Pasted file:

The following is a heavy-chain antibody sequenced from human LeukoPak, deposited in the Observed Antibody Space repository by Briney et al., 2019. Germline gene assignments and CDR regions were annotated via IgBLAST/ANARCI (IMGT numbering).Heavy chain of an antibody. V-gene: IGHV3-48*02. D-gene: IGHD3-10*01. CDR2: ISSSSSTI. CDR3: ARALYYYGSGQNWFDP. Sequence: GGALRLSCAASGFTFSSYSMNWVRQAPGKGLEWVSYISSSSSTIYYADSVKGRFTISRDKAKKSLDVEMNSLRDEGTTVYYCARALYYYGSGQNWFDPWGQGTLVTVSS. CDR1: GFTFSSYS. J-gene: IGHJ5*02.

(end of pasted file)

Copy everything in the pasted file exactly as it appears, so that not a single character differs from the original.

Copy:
The following is a heavy-chain antibody sequenced from human LeukoPak, deposited in the Observed Antibody Space repository by Briney et al., 2019. Germline gene assignments and CDR regions were annotated via IgBLAST/ANARCI (IMGT numbering).Heavy chain of an antibody. V-gene: IGHV3-48*02. D-gene: IGHD3-10*01. CDR2: ISSSSSTI. CDR3: ARALYYYGSGQNWFDP. Sequence: GGALRLSCAASGFTFSSYSMNWVRQAPGKGLEWVSYISSSSSTIYYADSVKGRFTISRDKAKKSLDVEMNSLRDEGTTVYYCARALYYYGSGQNWFDPWGQGTLVTVSS. CDR1: GFTFSSYS. J-gene: IGHJ5*02.